I have written rather popular articles on critical thinking and climate change in greenhouse gas basics, tribal views (non-critical thinking) on climate change, and others. This week, I am going to bring the two together, with this article from the New York Times supplying the data/ammunition for this post.
Survey development is difficult for getting facts, such as doing phone surveys to assess what types of equipment, appliances, lighting, and so forth energy users have in their homes. The questions need to be carefully considered, including whether customers will have a clue regarding the equipment in question. For example:
- What is the make and model of your condensing unit?
- Is your furnace condensing or non-condensing?
These will likely produce poor results because normal people don’t know what these things are. Instead:
- Please provide the make and model of your condensing unit – the part of your air conditioning system that sits outside and blows hot air while the AC cools your home.
- Does your furnace have a plastic/PVC exhaust pipe or steel/sheet metal or chimney exhaust?
If they can’t answer those questions, they can’t be reached with anything. You will have to dip into the pool of reserve customers.
Moving on to questions of opinion can produce any results the researcher or biased hack wants. The researcher wants useful data, while the biased hack wants answers that conform to his views. Biased hacks write push-poll questions such as: Do you support tax cuts for the Koch brothers at the expense of Medicare cuts for grandma? Well, gee. That’s a tough one. These push-pollers, along with no critical thinking, give us the broken and completely dysfunctional political system we have today.
Back to the climate change debate. It is vital to understand the barriers to achieving the endgame to get there, but polling surveys don’t bother with this. The result is useless information. The NYT article is a great example of this. Here is what the article and the entire debate on climate change boil down to:
- Should we reduce carbon emissions? The answer is overwhelmingly yes, but this is a worthless question because…
- Are you willing to do, or would you support, any of the following to achieve this?
- Volunteer to have the utility remotely raise your thermostat setpoint in the summertime during the highest demand, hottest days
- Take public transportation on a regular basis
- Trade your gasser in for an electric car
- Support the construction of long-distance high-voltage transmission lines to exchange renewable energy among large geographic regions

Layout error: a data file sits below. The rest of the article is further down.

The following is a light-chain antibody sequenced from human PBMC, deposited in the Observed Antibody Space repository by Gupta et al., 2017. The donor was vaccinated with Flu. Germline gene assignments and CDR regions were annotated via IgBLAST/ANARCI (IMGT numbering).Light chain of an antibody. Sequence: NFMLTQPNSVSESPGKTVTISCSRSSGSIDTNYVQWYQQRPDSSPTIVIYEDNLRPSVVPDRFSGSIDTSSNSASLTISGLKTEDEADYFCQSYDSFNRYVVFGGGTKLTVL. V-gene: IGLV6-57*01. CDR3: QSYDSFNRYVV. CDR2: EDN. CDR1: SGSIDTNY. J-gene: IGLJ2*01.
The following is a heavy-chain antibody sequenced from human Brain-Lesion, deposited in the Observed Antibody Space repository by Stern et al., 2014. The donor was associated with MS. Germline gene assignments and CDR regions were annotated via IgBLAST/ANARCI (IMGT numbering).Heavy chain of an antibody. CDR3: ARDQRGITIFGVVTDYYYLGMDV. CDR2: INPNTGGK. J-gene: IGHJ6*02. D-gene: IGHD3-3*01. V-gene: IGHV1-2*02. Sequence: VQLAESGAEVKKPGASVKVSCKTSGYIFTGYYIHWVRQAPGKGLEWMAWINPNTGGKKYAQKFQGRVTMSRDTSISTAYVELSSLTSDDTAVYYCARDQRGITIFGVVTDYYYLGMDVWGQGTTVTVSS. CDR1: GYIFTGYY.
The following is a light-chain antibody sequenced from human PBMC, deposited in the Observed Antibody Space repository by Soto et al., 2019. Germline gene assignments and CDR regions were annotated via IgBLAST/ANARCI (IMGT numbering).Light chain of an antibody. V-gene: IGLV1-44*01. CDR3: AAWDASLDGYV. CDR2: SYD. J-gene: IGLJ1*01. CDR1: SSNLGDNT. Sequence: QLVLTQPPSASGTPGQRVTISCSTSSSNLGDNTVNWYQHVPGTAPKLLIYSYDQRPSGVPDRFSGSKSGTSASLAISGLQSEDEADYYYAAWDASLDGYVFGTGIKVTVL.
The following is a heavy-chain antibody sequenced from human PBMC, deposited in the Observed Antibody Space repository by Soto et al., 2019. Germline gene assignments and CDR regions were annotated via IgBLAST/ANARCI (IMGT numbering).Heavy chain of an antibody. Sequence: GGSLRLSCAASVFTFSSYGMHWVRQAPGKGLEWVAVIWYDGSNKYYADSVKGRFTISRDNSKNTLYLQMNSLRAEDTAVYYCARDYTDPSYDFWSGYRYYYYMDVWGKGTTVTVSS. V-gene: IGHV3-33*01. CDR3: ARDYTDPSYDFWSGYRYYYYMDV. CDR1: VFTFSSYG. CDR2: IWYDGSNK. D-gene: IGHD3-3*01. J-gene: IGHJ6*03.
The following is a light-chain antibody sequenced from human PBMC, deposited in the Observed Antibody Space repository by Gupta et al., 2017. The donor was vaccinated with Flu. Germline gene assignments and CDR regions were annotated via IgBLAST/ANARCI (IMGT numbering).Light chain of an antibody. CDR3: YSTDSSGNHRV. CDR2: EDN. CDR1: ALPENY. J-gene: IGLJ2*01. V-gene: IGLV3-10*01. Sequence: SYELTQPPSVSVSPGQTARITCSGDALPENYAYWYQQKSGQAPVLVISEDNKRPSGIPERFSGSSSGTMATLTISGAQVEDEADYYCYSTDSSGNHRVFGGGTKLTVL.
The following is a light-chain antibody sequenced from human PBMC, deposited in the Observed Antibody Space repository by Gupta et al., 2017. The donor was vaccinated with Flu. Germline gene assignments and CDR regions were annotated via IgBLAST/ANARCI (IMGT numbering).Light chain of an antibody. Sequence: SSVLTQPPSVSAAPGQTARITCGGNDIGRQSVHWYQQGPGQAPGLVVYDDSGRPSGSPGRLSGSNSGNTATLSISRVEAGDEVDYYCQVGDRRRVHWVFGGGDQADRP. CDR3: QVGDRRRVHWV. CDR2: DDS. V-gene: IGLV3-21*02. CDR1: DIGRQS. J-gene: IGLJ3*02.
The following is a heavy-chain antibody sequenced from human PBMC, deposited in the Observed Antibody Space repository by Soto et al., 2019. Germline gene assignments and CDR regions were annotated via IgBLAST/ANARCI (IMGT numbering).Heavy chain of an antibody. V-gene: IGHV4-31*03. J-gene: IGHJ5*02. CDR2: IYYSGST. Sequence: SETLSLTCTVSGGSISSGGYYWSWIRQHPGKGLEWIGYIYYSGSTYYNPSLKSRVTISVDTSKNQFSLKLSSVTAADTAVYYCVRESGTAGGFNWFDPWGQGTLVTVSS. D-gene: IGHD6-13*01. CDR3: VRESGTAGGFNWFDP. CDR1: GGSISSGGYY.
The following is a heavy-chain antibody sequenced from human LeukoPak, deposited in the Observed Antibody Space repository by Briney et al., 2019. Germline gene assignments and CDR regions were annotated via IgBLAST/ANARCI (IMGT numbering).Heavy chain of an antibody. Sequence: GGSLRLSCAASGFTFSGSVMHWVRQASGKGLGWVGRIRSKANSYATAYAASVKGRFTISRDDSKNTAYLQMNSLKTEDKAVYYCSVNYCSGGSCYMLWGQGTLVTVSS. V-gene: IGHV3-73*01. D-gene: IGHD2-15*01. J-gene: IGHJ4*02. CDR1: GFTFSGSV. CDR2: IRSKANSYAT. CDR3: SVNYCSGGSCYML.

- Install efficient lighting
- How much more, in percent, would you be willing to pay for electricity?
The second series of questions can provide valuable insight into where, how, and with whom to most successfully do something about greenhouse gas emissions. Instead, we normally get questions like those resulting in the NYT article. Those questions seem to be geared toward political ends of, “Everyone is worried about climate change, and everyone wants it fixed.” Well, no. Just look at the data.
The first interesting finding is depicted in the graphic from the article.
The Other Guy’s Problem
These results tell me that people think the sky is falling, but it won’t fall on me. Look at all the schizoid states that are completely orange in the first map and completely blue in the second. There is something here that demonstrates the barriers to GHG reduction. Namely,
- It’s the other guy’s problem.
- Somebody else will pay for it.
- I don’t need to do anything.
Critical thinking and truth telling are the biggest barriers to our biggest problems. Consider the white-hot topic of healthcare. People overwhelmingly support the requirement to cover “pre-existing conditions.” Well, gee. This is a huge problem. Why buy insurance, especially when I’m young, when I can wait to enroll after I’m stricken with a major ailment? The “system” needs to cover all that. Prices rise, squeezing more insurance buyers out of the market. It’s a death spiral, pun alert. Yet in the entire debate, there is/was no truth telling to this phenomenon. This is the major core problem, and without genuine discussion of options including truth in labeling, it will not be solved.
Moreover, it reminds me of the spiraling cost of higher education. The system is flooded with cheap government-backed money, creating huge demand for college enrollment. High demand results in high prices. Furthermore, college campuses resemble vacation destinations with unbelievable facilities, perks, and extracurricular opportunities all rolled into one debt-crushing price. I remember my first visit to a college town when I was in junior high visiting my older brother. I thought, wow, these people live in some major dumps; blocks and blocks of student ghettos – the best times of their lives.
Bottom line, if you want to score political points, conduct stupid surveys to get the data you want to make TV ads or clobber political opponents. If you want to do some good, ask tough questions.